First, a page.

When the building officially opens its doors to the public this week, the signs of disarray will be all too visible. The ground-floor restaurant, bookstore and travel agency are concrete shells with dangling wires; in recession-gripped Paris, the center has found no suitable concessionaires. The language classrooms are also empty, since the center canceled all its English courses last March. And all but two of the 27 artist-in-residence apartments are unfinished, because expected corporate sponsorship didnÍt materialize. "I went and looked at the building a few weeks ago, and I wanted to cry," says Gehry, "because this is a building designed for a lot of people to use, and it was pretty empty."

Founded 63 years ago, the American Center is a privately supported cultural haven that has presented the creme de la creme of contemporary American artists, writers, filmmakers, dancers and musicians to Parisian audiences. Over the years it has been a hangout for Ernest Hemingway and Gertrude Stein and has served as host of performances by the likes of John Cage, Samuel Beckett, Philip Glass, Steve Lacy and Merce Cunningham. In 1987 the center sold its dilapidated headquarters on the Boulevard Raspail and embarked on an ambitious building program in the Bercy region of eastern Paris. And that's where all the trouble really began.

With the $40 million they received for the old real estate, the center's executive director Henry Pillsbury and co-chairman Judith Pisar decided to put virtually the entire amount into a new building. At the same time, they launched a fund-raising campaign intended to create a $25 million endowment to cover the center's operating expenses. But the recession of the early '90s dried up donations. The fund-raising drive has brought in only $10 million so far, of which $4 million has yet to be paid. The annual budget of the center is expected to be about $5 million.

The funding shortfall was exacerbated by questionable management decisions. Several million dollars were spent on high-priced consultants and on fitting out a temporary headquarters that later had to be torn down. The financial problems became so severe that in 1992 the entire four-member programming staff was fired. It's hard to have a program of cultural events if there is no one to plan them. The goal now, says co-chairman Frederick Henry, is to "start modestly and gradually grow into the building." A scaled-down series of exhibitions, concerts and conferences was finally announced this spring.

Laid-off staff members speak harshly of Pillsbury's and Pisar's "mismanagement." A former visual-arts curator, Michael Tarrantino, says that "Pillsbury's fantastic at greeting people, but he's not a manager." Says another ex-curator, Denise Luccioni: "There was no budget. I was just supposed to work, and we were told, We'll find the budget." Even as the financial crisis was coming to a head in 1992, says Luccioni, the board of directors, uninformed about the money problems, was debating questions like "If you say American Center, does that imply Mexico and Canada?" Outsiders are also critical. "To build such a place when there was no money to make it run is simply irresponsible," says a curator at the Pompidou Center, Paris' museum for modern art. "You don't buy a Rolls-Royce if you can't even pay for the gasoline."

Pisar and Pillsbury adamantly reject the charges of incompetence. "When we conceived this building, economic times were different," Pisar says. "And the board approved everything. There was no dissension about the building or about our vision." Says Pillsbury: "It's not that we overspent; it's just that it's been a great struggle, as it has for every institution." Pillsbury, an heir to the flour fortune and a sometime actor and poet, will soon step down after 27 years as executive director to make "room for new leadership," as he puts it. Pisar seems headed for an emeritus position. It has been left to Frederick Henry to lead the center through this transition period.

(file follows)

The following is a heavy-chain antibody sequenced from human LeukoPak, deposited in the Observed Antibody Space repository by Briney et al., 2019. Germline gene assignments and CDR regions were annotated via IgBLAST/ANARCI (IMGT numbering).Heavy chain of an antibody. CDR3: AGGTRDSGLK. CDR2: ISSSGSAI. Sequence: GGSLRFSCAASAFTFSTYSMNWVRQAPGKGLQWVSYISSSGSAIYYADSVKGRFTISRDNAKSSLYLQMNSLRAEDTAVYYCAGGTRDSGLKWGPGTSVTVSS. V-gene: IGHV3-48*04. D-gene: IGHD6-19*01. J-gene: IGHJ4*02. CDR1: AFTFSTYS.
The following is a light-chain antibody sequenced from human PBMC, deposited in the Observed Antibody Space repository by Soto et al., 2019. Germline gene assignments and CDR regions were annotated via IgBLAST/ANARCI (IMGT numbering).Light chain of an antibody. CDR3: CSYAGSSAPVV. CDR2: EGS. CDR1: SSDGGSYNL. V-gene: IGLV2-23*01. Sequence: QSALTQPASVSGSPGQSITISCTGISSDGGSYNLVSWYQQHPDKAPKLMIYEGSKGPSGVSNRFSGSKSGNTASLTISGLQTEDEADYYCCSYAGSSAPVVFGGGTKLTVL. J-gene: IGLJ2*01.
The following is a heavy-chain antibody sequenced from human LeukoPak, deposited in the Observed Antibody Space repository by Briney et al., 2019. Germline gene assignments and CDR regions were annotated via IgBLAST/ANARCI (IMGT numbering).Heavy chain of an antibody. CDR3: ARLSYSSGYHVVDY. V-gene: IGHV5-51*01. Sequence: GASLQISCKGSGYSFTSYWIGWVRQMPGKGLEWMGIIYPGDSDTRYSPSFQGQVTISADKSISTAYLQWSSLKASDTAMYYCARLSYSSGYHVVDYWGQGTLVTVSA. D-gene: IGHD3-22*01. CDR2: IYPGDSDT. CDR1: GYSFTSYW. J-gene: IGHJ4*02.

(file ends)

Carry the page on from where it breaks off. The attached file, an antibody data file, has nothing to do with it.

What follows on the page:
Henry has implemented a strategy of institutional alliances with other major cultural organizations that will allow the center to draw on their expertise and share the costs of producing shows. He has also set up a 24-member special committee, comprising mostly American curators, academics and fund raisers, to develop the center's programming on the basis of such collaborations. One of the first fruits of this approach is the the center's inaugural exhibition, "Pure Beauty," a group show of seven California artists curated by the Museum of Contemporary Art of Los Angeles.

As if the Gehry building had not caused the American Center enough financial trouble, it has also created an aesthetic controversy -- but not the one anybody would have expected. Parisians think the building is too ... Parisian. Critics have complained that it is not bold and Californian enough. Gehry "has abandoned a bit of his wild, spontaneous quality in order to cater to a Parisian norm," charges Francois Chaslin, editor of the influential monthly Architecture d'Aujourd'hui. "The result is more ordinary, less powerful than his other buildings."

"I have been questioned as to why I didn't do a real Gehry building," Gehry says. Zoning laws and the tightness of the space reined in his exuberance, but Gehry freely admits that he sought to echo Parisian architectural styles. "I think it has something to do with using the stone," he explains. "I chose French limestone, which is the common material. The zinc roof is the normal zinc that they use. The shapes were inspired by what I call Paris' cleavage, the articulation between the roof forms you see all over Paris. I suppose I am fitting into my fantasies of old Paris, and I probably look regressive and conservative to them." But the real test of this building, Gehry insists, is how well it will function once it's up and running: "I am just waiting for the building to come to life. I keep saying, 'Plug it in!'"

[Design - 'AN AMERICAN IN PARIS' by Thomas A. Sancton / Paris With reporting by Victoria Foote-Greenwell/Paris and Daniel S. Levy / New York - Copyright 1994 Time Inc. All rights reserved. Transmitted: 94-06-10 13:52:17 EDT.]